Forget Google Glass: If Virgin wants “flying to be a pleasure” it should change how it treats passengers
Virgin Atlantic concierges in the Upper Class lounge at London’s Heathrow Airport are testing out Google Glass for checking in upper crust passengers. I can just imagine Virgin staff pirouetting their heads like dancers in an avant-garde troupe, whispering sweet nothings to themselves while watching YouTube videos of cats.
With Google Glass, airline staff could, according to USA Today, relay the latest flight information and the weather, provide foreign language translations, and one day keep a log of passengers’ favorite foods and drinks. In other words, Google Glass does what an iPhone, iPad, laptop, and PC can do — only it looks dweeby.
Of course, this being a gimmick, you knew the inevitable quote from Virgin would claim this is all for passengers’ benefit.
Here’s Dave Bulman, Virgin’s director of information technology:
We continue to look ahead and research innovations that customers might only dream of today. The whole industry needs to listen to what these passengers are calling for, and keep innovating to bring a return to the golden age of air travel. Flying should be a pleasure, not a chore.
That’s fine for one Virgin — that is Virgin Atlantic. But if another Virgin — Virgin America — would like feedback on making flying a pleasure, not a chore, here’s what one passenger — me — would want. Now, I realize that Virgin America, which I have flown several times to San Francisco, is a separate company from Virgin Atlantic — Richard Branson is a majority stakeholder in Virgin Atlantic but holds a minority stake in Virgin America. And perhaps it’s unfair of me to lump them together. Still I hope Richard Branson might extend some upgrades to Virgin Atlantic’s poor step brother airline and push for an upgrade that high tech glasses won’t help.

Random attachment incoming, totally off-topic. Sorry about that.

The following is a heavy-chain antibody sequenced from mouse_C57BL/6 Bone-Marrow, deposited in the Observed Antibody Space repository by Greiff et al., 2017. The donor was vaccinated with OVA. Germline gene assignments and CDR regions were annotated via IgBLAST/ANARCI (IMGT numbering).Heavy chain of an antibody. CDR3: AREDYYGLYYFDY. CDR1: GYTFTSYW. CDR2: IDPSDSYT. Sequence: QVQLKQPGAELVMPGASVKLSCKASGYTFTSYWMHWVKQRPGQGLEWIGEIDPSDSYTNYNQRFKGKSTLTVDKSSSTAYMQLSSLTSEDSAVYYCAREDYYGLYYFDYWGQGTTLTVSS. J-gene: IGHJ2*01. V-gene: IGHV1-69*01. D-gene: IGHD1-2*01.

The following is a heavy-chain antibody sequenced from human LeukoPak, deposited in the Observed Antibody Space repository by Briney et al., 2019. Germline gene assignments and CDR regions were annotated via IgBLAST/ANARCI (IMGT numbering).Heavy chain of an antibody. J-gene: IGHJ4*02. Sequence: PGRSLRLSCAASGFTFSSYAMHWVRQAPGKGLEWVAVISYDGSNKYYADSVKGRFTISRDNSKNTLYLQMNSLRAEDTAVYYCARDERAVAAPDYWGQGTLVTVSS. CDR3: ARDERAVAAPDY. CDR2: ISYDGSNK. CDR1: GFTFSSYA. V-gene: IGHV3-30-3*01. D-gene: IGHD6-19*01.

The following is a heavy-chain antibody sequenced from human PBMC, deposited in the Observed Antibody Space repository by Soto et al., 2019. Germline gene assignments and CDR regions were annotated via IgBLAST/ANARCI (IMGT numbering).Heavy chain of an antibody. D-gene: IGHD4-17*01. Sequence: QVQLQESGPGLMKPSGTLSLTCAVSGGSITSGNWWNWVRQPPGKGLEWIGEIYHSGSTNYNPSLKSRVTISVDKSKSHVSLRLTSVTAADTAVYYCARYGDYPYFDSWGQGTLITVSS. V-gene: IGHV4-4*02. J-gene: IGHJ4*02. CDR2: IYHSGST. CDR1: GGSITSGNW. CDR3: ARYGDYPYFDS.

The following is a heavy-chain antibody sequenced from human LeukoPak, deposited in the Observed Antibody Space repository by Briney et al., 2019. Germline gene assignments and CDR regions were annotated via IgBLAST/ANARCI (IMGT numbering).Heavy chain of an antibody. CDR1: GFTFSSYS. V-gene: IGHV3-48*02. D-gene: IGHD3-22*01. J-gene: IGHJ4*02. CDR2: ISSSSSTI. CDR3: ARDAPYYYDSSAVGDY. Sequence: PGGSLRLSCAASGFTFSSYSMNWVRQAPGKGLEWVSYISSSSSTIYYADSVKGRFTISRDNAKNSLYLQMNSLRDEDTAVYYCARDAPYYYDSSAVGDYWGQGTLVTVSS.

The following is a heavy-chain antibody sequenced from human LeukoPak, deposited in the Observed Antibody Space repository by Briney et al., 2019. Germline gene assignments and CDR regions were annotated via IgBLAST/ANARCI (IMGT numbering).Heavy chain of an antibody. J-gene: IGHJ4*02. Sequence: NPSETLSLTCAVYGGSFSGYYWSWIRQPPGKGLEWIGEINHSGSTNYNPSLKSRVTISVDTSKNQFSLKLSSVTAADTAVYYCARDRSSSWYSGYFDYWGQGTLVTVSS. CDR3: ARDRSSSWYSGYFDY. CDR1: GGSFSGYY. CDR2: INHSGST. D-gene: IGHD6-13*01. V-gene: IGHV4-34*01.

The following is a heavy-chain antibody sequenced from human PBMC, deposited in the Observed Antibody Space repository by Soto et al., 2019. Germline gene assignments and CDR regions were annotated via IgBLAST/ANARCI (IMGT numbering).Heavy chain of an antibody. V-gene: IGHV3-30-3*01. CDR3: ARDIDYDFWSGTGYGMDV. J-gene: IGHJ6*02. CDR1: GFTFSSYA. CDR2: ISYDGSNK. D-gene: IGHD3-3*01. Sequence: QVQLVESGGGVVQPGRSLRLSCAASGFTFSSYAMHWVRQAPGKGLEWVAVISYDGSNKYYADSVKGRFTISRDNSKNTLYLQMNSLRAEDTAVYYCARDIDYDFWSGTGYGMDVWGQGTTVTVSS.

To start, I just want decent wifi. I’ve given up on GoGo Inflight, which is pokier than an old Hayes 2800 baud dial-up modem over a pre-fiber optic phone line. After paying the extortion-level fees, I can rarely access the Internet while on a Virgin Air flight. I’ve complained to GoGo, which sent me a coupon for a future flight. Then I still couldn’t get online.
While comedian Louis CK believes “everything is amazing now, and nobody’s happy” and “you can’t complain about something that you didn’t even know existed 30 seconds ago,” if a company charges $14 per flight or $39.95 a month the service should work.
Also, stop cramming coach passengers into hen-sized cages. It makes flying a claustrophobic experience, forcing us to contort our bodies just to keep the blood flowing. All the Google Glasses in the world won’t help with that.
Third, recycling the air on a plane carrying 200 people, with germs and microbes spewing out of their mouths, probably causes more sickness than 100 episodes of “Keeping Up With the Kardashians.”
I could go on about the limited and drab food offerings and the awful pre-flight safety video done up as faux hip-hop, which was annoying on the first view. But you get the point.
Google Glass, despite such pretensions, won’t make flying more palatable. Only a fundamental shift in the way Virgin America and other airlines treat passengers can do that.